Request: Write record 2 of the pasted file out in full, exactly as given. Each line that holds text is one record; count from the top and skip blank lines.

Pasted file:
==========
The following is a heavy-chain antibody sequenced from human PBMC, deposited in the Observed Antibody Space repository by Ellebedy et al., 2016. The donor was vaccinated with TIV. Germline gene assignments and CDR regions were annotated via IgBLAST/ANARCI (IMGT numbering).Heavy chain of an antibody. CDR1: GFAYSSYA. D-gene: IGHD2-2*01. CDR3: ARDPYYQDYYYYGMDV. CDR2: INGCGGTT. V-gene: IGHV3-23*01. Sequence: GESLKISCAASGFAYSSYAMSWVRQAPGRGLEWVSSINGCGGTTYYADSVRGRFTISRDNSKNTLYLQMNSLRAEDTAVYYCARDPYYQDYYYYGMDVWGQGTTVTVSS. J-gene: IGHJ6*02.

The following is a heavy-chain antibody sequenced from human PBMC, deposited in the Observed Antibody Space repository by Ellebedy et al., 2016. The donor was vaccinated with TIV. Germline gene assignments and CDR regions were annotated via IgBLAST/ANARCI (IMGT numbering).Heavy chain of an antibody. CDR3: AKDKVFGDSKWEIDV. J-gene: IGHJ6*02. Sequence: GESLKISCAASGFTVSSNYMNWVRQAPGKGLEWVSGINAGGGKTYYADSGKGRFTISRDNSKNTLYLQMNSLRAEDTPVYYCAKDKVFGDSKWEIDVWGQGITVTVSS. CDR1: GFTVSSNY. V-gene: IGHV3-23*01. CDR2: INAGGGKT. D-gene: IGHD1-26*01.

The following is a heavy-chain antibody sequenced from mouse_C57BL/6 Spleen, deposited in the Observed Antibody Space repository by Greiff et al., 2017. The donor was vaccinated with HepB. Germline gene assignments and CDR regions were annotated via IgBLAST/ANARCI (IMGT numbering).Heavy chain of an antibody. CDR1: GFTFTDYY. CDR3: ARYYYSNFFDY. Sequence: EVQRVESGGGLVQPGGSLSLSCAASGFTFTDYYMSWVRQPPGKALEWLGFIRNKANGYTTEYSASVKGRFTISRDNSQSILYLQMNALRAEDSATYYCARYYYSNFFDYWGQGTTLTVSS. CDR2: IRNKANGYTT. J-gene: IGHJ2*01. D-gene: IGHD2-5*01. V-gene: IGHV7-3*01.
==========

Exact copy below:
The following is a heavy-chain antibody sequenced from human PBMC, deposited in the Observed Antibody Space repository by Ellebedy et al., 2016. The donor was vaccinated with TIV. Germline gene assignments and CDR regions were annotated via IgBLAST/ANARCI (IMGT numbering).Heavy chain of an antibody. CDR3: AKDKVFGDSKWEIDV. J-gene: IGHJ6*02. Sequence: GESLKISCAASGFTVSSNYMNWVRQAPGKGLEWVSGINAGGGKTYYADSGKGRFTISRDNSKNTLYLQMNSLRAEDTPVYYCAKDKVFGDSKWEIDVWGQGITVTVSS. CDR1: GFTVSSNY. V-gene: IGHV3-23*01. CDR2: INAGGGKT. D-gene: IGHD1-26*01.